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Why, during the past thirty years, has there been a dramatic change in architecture by and for Native Americans? How does it reflect the revival of language and the renewal and invention of dance, music, and other performance, and the remarkable burst of creativity in Native American novels and poetry? And since architecture requires technical expertise and money, how does this change reflect alterations in the economic, legal, and political situation of American Indians in the past decades?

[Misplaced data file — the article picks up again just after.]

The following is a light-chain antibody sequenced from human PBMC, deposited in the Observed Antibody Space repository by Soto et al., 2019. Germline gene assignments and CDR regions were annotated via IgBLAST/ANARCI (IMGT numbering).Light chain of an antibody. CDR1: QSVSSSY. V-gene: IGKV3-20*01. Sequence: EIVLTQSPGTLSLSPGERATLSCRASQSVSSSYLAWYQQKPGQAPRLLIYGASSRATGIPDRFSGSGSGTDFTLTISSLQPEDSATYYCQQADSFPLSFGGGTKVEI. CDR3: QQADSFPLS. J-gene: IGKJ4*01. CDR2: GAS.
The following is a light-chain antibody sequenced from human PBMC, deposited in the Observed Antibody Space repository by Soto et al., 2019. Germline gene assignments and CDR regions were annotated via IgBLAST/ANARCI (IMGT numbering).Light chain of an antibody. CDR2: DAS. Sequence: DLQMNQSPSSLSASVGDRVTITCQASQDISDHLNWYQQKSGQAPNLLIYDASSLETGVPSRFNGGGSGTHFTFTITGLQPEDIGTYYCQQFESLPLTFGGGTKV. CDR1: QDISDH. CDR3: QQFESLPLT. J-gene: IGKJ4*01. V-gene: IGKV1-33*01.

At no other time since the European invasions have the Native nations been as determined to set their own agendas for building or been as successful in reaching their architectural goals. They now claim authority in planning what they need for modern life - office buildings, schools, clinics, religious and community structures, urban cultural centers, houses, and museums, even commercial buildings and casinos. Those agendas often include strategies for making sure that the buildings are culturally appropriate or focus on collective decisions that embody community values brought from the past to the present. In Contemporary Native American Architecture, Carol Herselle Krinsky examines the historical and legal background of this movement of cultural regeneration through the medium of architecture, and records responses of Native Americans to ever-changing cultural situations.